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Kemp, Emory L.
The Royal Marine a Soldier and Sailor Too: Engineers, Historians and the History of Technology
First International and Eighth Australian Engineering Heritage Conference 1996: Shaping Our Future; Proceedings
Institution of Engineers, Australia, Barton, Australian Capital Territory, 1996, pp. 1-7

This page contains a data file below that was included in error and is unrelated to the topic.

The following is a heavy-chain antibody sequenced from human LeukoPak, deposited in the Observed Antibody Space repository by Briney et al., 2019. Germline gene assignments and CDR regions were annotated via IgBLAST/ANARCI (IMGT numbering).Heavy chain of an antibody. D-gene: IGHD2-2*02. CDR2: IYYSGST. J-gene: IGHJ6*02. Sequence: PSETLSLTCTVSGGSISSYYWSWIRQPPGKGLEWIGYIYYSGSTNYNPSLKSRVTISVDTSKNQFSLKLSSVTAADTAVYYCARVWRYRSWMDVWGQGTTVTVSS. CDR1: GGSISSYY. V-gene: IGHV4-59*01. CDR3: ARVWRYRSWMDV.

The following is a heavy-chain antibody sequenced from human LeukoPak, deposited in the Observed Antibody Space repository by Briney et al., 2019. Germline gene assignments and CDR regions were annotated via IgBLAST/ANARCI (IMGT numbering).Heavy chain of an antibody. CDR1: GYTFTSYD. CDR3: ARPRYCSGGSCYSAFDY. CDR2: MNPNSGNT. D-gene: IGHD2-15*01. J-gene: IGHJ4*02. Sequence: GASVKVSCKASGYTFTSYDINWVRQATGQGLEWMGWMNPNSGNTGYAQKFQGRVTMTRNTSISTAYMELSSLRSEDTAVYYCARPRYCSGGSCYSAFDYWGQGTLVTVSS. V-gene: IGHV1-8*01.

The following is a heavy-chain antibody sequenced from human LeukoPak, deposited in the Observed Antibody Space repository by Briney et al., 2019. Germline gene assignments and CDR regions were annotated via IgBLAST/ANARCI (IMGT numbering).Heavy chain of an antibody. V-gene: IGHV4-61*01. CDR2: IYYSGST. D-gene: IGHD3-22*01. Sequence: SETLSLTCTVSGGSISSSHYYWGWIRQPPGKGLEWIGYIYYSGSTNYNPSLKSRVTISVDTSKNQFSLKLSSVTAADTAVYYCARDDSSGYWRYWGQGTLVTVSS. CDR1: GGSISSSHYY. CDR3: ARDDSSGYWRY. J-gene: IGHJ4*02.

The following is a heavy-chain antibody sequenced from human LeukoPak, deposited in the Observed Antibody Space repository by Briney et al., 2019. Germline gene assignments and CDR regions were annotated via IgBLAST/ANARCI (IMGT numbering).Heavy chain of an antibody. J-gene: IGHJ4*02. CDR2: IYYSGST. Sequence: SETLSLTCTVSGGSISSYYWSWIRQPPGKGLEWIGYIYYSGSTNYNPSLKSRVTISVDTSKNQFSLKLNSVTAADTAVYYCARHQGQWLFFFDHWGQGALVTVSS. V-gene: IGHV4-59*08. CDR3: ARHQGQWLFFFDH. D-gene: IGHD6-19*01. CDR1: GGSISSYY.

Historians have long recognized, though in a general way, the dominant influence which technology has played in western civilisation since the 18th century. The entire social fabric with its religious, educational and political institutions, as well as economic systems, has been significantly influenced by the technological tide, which, like the sea, has sometimes dealt with these human activities in a gentle and benign way, but often with violence. With the advent of steam power, subsequent development of the factory system and transportation networks, such as railways, the influence of this tide was clearly manifest and the reaction of humanists, artists, architects, and men of letters was quickly forthcoming. Such names as Dickens, Ruskin, St. Simon, Owens, Carlyle, Thoreau, Disraeli, and of course Engels come to mind. With this evidence of sensitivity to the industrial revolution on the part of the intellectuals, why has the history of technology been so shamefully neglected by historians? I believe there are a number of reasons for this. Time does not permit me to develop all of these reasons, but I would like to mention them at least.

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